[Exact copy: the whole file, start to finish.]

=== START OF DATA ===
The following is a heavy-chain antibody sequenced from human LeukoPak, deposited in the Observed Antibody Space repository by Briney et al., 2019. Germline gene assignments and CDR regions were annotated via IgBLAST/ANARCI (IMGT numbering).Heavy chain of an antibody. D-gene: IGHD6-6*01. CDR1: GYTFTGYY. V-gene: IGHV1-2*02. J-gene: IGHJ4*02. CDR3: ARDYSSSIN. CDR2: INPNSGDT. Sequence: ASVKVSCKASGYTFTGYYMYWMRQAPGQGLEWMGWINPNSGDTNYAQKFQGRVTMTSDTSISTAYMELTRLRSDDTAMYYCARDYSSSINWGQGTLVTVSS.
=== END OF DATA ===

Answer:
The following is a heavy-chain antibody sequenced from human LeukoPak, deposited in the Observed Antibody Space repository by Briney et al., 2019. Germline gene assignments and CDR regions were annotated via IgBLAST/ANARCI (IMGT numbering).Heavy chain of an antibody. D-gene: IGHD6-6*01. CDR1: GYTFTGYY. V-gene: IGHV1-2*02. J-gene: IGHJ4*02. CDR3: ARDYSSSIN. CDR2: INPNSGDT. Sequence: ASVKVSCKASGYTFTGYYMYWMRQAPGQGLEWMGWINPNSGDTNYAQKFQGRVTMTSDTSISTAYMELTRLRSDDTAMYYCARDYSSSINWGQGTLVTVSS.